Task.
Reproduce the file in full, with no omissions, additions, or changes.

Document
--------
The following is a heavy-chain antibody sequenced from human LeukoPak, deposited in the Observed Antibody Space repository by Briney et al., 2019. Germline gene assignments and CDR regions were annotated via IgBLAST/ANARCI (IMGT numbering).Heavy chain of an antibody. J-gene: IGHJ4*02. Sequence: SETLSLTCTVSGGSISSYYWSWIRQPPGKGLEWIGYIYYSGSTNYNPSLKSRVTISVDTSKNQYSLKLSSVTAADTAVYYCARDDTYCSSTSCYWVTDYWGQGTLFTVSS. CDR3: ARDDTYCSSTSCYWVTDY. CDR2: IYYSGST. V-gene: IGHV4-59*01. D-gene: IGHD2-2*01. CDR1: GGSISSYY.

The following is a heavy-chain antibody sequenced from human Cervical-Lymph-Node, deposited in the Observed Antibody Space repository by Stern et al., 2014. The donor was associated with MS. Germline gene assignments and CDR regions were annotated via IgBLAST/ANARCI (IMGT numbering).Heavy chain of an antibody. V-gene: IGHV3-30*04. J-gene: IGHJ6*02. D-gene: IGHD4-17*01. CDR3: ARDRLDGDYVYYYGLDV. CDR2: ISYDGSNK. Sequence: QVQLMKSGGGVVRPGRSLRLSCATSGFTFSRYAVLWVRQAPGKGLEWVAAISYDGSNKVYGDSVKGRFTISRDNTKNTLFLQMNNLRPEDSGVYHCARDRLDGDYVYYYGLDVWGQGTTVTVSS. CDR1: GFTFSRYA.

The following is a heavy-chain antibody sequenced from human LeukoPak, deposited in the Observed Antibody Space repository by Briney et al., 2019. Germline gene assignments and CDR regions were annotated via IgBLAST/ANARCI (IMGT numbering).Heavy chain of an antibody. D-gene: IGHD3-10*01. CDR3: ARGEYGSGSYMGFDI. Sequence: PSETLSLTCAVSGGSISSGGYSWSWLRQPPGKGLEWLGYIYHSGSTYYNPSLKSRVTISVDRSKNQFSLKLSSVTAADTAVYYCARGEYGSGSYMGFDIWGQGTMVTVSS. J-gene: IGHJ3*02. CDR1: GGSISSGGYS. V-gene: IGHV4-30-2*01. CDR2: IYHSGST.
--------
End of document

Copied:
The following is a heavy-chain antibody sequenced from human LeukoPak, deposited in the Observed Antibody Space repository by Briney et al., 2019. Germline gene assignments and CDR regions were annotated via IgBLAST/ANARCI (IMGT numbering).Heavy chain of an antibody. J-gene: IGHJ4*02. Sequence: SETLSLTCTVSGGSISSYYWSWIRQPPGKGLEWIGYIYYSGSTNYNPSLKSRVTISVDTSKNQYSLKLSSVTAADTAVYYCARDDTYCSSTSCYWVTDYWGQGTLFTVSS. CDR3: ARDDTYCSSTSCYWVTDY. CDR2: IYYSGST. V-gene: IGHV4-59*01. D-gene: IGHD2-2*01. CDR1: GGSISSYY.

The following is a heavy-chain antibody sequenced from human Cervical-Lymph-Node, deposited in the Observed Antibody Space repository by Stern et al., 2014. The donor was associated with MS. Germline gene assignments and CDR regions were annotated via IgBLAST/ANARCI (IMGT numbering).Heavy chain of an antibody. V-gene: IGHV3-30*04. J-gene: IGHJ6*02. D-gene: IGHD4-17*01. CDR3: ARDRLDGDYVYYYGLDV. CDR2: ISYDGSNK. Sequence: QVQLMKSGGGVVRPGRSLRLSCATSGFTFSRYAVLWVRQAPGKGLEWVAAISYDGSNKVYGDSVKGRFTISRDNTKNTLFLQMNNLRPEDSGVYHCARDRLDGDYVYYYGLDVWGQGTTVTVSS. CDR1: GFTFSRYA.

The following is a heavy-chain antibody sequenced from human LeukoPak, deposited in the Observed Antibody Space repository by Briney et al., 2019. Germline gene assignments and CDR regions were annotated via IgBLAST/ANARCI (IMGT numbering).Heavy chain of an antibody. D-gene: IGHD3-10*01. CDR3: ARGEYGSGSYMGFDI. Sequence: PSETLSLTCAVSGGSISSGGYSWSWLRQPPGKGLEWLGYIYHSGSTYYNPSLKSRVTISVDRSKNQFSLKLSSVTAADTAVYYCARGEYGSGSYMGFDIWGQGTMVTVSS. J-gene: IGHJ3*02. CDR1: GGSISSGGYS. V-gene: IGHV4-30-2*01. CDR2: IYHSGST.